First, easy, short and minimally administrative fundraisers could be as simple as an out-of-uniform day. For a gold-coin donation or similarly small cost, an out-of-uniform day could raise a small amount of money to meet a shortfall for maintenance costs or top up essential supplies without dipping into existing funding pools. 

A step up from this would be organising a fair or sporting event – these require more administration and oversight, including workplace health and safety checks and equipment hire. 

Your school could choose to team up with local businesses. This option has the bonus of minimising administrative burden by sharing resourcing and organisational responsibilities. Looking for businesses which supply household essentials like first aid kits, shopping bags or food containers are sure to result in a successful fundraiser.

External providers can help provide your school with all you need for a fundraiser, including items for sale and the administrative support to collect funds. Keepsakes can make excellent gifts for occasions such as Mother’s Day, Father’s Day and Christmas. Photo frames and photo keyrings, coffee mugs and pens all provide mementos the whole family can cherish. Fundraising around Easter could involve the sale of hot cross buns or chocolate; hand painted ornaments or specialist wrapping paper would serve well at Christmas time.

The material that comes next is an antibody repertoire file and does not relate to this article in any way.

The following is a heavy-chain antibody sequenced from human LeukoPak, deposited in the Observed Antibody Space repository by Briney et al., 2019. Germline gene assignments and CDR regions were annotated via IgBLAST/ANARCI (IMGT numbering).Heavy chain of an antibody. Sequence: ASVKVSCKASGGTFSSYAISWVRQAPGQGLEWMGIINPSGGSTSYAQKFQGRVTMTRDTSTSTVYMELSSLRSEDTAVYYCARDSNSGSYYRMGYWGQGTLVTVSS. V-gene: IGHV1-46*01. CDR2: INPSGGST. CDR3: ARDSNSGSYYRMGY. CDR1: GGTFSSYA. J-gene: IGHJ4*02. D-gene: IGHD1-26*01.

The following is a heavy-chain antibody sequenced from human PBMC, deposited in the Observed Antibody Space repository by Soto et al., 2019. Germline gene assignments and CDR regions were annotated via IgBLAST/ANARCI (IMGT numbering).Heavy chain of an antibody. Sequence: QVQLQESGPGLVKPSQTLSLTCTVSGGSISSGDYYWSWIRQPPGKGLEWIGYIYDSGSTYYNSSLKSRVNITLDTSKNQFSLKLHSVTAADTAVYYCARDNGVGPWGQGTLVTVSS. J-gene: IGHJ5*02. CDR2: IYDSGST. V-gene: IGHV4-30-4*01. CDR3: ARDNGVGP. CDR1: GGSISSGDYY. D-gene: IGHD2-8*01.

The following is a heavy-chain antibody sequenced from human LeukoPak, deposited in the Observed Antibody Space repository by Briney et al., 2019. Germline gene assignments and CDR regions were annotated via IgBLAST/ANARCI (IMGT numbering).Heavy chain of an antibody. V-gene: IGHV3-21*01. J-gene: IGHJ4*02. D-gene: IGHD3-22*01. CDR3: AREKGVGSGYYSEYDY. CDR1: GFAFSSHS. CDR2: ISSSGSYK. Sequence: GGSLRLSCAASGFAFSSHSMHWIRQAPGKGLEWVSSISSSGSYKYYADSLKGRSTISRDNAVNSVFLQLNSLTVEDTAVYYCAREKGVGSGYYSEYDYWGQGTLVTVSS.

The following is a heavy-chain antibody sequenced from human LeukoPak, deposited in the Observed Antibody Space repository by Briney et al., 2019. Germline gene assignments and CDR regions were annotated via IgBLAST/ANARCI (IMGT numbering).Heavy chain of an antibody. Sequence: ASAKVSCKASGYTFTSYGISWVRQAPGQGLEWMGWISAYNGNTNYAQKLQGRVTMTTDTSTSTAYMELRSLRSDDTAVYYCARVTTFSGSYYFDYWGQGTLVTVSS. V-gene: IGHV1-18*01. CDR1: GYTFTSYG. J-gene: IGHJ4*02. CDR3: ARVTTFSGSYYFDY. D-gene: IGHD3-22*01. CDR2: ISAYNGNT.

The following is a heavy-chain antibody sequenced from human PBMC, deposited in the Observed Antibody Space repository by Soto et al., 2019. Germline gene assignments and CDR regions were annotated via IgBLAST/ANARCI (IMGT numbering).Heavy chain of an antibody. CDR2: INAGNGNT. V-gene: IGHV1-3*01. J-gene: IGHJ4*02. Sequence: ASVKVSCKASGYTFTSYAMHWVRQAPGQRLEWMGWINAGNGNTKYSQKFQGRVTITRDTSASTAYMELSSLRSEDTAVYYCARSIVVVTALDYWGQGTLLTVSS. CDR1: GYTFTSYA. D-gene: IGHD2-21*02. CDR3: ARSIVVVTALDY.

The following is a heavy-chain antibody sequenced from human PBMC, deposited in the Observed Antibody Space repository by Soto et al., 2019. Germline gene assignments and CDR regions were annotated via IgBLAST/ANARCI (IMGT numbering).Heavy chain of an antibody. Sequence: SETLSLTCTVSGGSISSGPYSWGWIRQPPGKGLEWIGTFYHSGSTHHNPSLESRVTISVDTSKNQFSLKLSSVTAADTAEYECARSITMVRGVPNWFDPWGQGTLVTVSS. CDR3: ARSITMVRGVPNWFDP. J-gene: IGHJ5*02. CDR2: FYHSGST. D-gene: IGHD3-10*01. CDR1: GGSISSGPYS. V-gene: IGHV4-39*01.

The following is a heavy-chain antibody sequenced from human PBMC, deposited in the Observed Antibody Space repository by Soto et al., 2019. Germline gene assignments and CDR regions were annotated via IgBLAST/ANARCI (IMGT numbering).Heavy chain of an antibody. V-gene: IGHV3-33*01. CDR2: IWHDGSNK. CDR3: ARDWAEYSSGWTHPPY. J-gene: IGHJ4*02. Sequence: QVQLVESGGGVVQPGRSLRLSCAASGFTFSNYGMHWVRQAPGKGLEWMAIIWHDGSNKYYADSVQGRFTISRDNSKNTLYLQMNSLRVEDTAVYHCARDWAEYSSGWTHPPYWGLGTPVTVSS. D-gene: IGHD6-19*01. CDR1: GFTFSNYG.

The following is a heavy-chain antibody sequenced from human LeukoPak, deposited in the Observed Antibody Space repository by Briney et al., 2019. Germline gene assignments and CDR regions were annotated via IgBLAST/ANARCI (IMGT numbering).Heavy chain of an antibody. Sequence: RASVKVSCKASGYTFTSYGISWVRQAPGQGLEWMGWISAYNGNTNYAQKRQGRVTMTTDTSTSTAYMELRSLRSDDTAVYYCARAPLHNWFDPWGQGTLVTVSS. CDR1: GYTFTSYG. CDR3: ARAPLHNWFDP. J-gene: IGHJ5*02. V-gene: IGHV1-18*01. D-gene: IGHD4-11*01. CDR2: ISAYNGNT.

Recent shifts in community consciousness towards caring for the planet make reusable items a great choice for fundraising. A variety of products are available to schools, including reusable coffee mugs, shopping bags and food containers. Other household items like hand sanitiser, sunscreen and band aids are also popular fundraising items. These products can include school-specific branding, thus serving the dual purpose of fundraising and marketing.

Added incentives like prizes for the best sellers can also go a long way to improving fundraising outcomes. 

Naomii Seah

Naomii Seah is a writer and journalist from Tāmaki Makaurau Auckland, Aotearoa New Zealand. She enjoys crochet, painting, and a coffee or two at the beach. Her work can be found at The Spinoff, The Pantograph Punch, Stuff, and of course, School News NZ.